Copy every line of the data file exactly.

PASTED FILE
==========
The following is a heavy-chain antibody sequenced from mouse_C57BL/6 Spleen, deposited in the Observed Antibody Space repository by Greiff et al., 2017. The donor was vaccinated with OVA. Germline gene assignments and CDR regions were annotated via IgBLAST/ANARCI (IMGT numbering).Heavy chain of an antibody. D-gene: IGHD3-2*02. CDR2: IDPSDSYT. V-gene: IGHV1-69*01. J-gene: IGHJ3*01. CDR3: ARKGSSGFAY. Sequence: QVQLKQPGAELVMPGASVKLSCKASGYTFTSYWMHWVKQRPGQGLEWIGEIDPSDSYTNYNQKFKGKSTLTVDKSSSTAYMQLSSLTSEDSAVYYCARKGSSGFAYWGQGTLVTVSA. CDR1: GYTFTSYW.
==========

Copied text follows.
The following is a heavy-chain antibody sequenced from mouse_C57BL/6 Spleen, deposited in the Observed Antibody Space repository by Greiff et al., 2017. The donor was vaccinated with OVA. Germline gene assignments and CDR regions were annotated via IgBLAST/ANARCI (IMGT numbering).Heavy chain of an antibody. D-gene: IGHD3-2*02. CDR2: IDPSDSYT. V-gene: IGHV1-69*01. J-gene: IGHJ3*01. CDR3: ARKGSSGFAY. Sequence: QVQLKQPGAELVMPGASVKLSCKASGYTFTSYWMHWVKQRPGQGLEWIGEIDPSDSYTNYNQKFKGKSTLTVDKSSSTAYMQLSSLTSEDSAVYYCARKGSSGFAYWGQGTLVTVSA. CDR1: GYTFTSYW.